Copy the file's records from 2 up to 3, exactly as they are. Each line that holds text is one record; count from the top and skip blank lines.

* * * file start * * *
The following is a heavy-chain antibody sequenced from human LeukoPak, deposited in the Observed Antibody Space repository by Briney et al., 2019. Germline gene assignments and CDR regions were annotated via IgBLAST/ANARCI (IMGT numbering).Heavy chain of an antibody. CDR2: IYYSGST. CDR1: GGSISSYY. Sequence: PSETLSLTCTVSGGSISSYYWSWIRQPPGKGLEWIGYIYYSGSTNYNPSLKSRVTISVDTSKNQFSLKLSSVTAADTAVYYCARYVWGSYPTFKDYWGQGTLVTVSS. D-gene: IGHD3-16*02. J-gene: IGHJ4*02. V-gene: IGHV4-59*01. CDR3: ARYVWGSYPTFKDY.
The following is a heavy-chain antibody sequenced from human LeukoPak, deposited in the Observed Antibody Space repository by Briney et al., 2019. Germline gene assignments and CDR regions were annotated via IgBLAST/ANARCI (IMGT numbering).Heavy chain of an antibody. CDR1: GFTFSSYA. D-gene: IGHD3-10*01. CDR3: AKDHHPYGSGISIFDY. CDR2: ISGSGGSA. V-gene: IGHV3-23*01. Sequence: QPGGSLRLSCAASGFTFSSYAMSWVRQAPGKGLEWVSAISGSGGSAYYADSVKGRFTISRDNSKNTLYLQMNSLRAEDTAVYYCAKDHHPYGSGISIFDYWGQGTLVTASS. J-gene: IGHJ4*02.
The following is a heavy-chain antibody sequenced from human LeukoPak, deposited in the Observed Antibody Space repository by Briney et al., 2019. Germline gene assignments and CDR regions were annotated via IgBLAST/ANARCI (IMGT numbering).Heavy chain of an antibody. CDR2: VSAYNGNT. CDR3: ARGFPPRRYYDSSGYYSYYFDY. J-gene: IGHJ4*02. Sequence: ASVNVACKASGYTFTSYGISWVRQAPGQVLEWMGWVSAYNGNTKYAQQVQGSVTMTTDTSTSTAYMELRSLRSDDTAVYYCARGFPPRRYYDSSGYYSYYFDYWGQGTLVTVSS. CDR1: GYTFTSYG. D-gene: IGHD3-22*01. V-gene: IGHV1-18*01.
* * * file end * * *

The following is a heavy-chain antibody sequenced from human LeukoPak, deposited in the Observed Antibody Space repository by Briney et al., 2019. Germline gene assignments and CDR regions were annotated via IgBLAST/ANARCI (IMGT numbering).Heavy chain of an antibody. CDR1: GFTFSSYA. D-gene: IGHD3-10*01. CDR3: AKDHHPYGSGISIFDY. CDR2: ISGSGGSA. V-gene: IGHV3-23*01. Sequence: QPGGSLRLSCAASGFTFSSYAMSWVRQAPGKGLEWVSAISGSGGSAYYADSVKGRFTISRDNSKNTLYLQMNSLRAEDTAVYYCAKDHHPYGSGISIFDYWGQGTLVTASS. J-gene: IGHJ4*02.
The following is a heavy-chain antibody sequenced from human LeukoPak, deposited in the Observed Antibody Space repository by Briney et al., 2019. Germline gene assignments and CDR regions were annotated via IgBLAST/ANARCI (IMGT numbering).Heavy chain of an antibody. CDR2: VSAYNGNT. CDR3: ARGFPPRRYYDSSGYYSYYFDY. J-gene: IGHJ4*02. Sequence: ASVNVACKASGYTFTSYGISWVRQAPGQVLEWMGWVSAYNGNTKYAQQVQGSVTMTTDTSTSTAYMELRSLRSDDTAVYYCARGFPPRRYYDSSGYYSYYFDYWGQGTLVTVSS. CDR1: GYTFTSYG. D-gene: IGHD3-22*01. V-gene: IGHV1-18*01.